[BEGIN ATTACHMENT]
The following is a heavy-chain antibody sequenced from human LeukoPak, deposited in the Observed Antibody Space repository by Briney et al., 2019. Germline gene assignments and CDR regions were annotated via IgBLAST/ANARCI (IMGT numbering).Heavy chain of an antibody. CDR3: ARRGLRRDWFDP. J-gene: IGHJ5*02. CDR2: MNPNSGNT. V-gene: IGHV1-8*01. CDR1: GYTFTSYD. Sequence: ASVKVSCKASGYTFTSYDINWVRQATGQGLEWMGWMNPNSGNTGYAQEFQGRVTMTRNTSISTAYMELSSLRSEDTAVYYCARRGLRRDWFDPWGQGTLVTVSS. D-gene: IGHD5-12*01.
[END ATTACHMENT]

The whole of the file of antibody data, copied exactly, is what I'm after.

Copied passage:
The following is a heavy-chain antibody sequenced from human LeukoPak, deposited in the Observed Antibody Space repository by Briney et al., 2019. Germline gene assignments and CDR regions were annotated via IgBLAST/ANARCI (IMGT numbering).Heavy chain of an antibody. CDR3: ARRGLRRDWFDP. J-gene: IGHJ5*02. CDR2: MNPNSGNT. V-gene: IGHV1-8*01. CDR1: GYTFTSYD. Sequence: ASVKVSCKASGYTFTSYDINWVRQATGQGLEWMGWMNPNSGNTGYAQEFQGRVTMTRNTSISTAYMELSSLRSEDTAVYYCARRGLRRDWFDPWGQGTLVTVSS. D-gene: IGHD5-12*01.